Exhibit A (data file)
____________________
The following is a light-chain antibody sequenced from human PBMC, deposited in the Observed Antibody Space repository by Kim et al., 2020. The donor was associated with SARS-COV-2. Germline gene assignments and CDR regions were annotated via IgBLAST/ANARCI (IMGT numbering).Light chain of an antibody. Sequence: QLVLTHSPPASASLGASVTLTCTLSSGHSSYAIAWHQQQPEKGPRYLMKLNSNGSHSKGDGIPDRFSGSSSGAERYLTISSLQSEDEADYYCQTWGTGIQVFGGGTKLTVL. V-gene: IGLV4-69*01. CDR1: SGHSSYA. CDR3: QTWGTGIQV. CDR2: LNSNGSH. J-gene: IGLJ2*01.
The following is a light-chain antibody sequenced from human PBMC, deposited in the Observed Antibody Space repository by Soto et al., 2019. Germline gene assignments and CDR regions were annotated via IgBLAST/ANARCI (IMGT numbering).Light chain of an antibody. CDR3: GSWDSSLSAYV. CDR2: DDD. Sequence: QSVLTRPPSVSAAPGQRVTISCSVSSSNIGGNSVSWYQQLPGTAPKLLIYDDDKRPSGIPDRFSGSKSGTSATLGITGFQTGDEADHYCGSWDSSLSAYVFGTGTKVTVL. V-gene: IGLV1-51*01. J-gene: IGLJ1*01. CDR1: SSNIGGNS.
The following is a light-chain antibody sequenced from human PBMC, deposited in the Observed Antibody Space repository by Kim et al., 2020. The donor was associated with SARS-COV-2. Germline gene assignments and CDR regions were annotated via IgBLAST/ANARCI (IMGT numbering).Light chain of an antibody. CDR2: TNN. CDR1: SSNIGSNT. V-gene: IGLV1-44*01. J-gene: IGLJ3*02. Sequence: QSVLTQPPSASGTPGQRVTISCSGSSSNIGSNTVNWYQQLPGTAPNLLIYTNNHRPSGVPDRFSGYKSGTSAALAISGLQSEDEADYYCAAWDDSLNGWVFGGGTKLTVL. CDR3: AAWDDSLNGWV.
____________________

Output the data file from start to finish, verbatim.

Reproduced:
The following is a light-chain antibody sequenced from human PBMC, deposited in the Observed Antibody Space repository by Kim et al., 2020. The donor was associated with SARS-COV-2. Germline gene assignments and CDR regions were annotated via IgBLAST/ANARCI (IMGT numbering).Light chain of an antibody. Sequence: QLVLTHSPPASASLGASVTLTCTLSSGHSSYAIAWHQQQPEKGPRYLMKLNSNGSHSKGDGIPDRFSGSSSGAERYLTISSLQSEDEADYYCQTWGTGIQVFGGGTKLTVL. V-gene: IGLV4-69*01. CDR1: SGHSSYA. CDR3: QTWGTGIQV. CDR2: LNSNGSH. J-gene: IGLJ2*01.
The following is a light-chain antibody sequenced from human PBMC, deposited in the Observed Antibody Space repository by Soto et al., 2019. Germline gene assignments and CDR regions were annotated via IgBLAST/ANARCI (IMGT numbering).Light chain of an antibody. CDR3: GSWDSSLSAYV. CDR2: DDD. Sequence: QSVLTRPPSVSAAPGQRVTISCSVSSSNIGGNSVSWYQQLPGTAPKLLIYDDDKRPSGIPDRFSGSKSGTSATLGITGFQTGDEADHYCGSWDSSLSAYVFGTGTKVTVL. V-gene: IGLV1-51*01. J-gene: IGLJ1*01. CDR1: SSNIGGNS.
The following is a light-chain antibody sequenced from human PBMC, deposited in the Observed Antibody Space repository by Kim et al., 2020. The donor was associated with SARS-COV-2. Germline gene assignments and CDR regions were annotated via IgBLAST/ANARCI (IMGT numbering).Light chain of an antibody. CDR2: TNN. CDR1: SSNIGSNT. V-gene: IGLV1-44*01. J-gene: IGLJ3*02. Sequence: QSVLTQPPSASGTPGQRVTISCSGSSSNIGSNTVNWYQQLPGTAPNLLIYTNNHRPSGVPDRFSGYKSGTSAALAISGLQSEDEADYYCAAWDDSLNGWVFGGGTKLTVL. CDR3: AAWDDSLNGWV.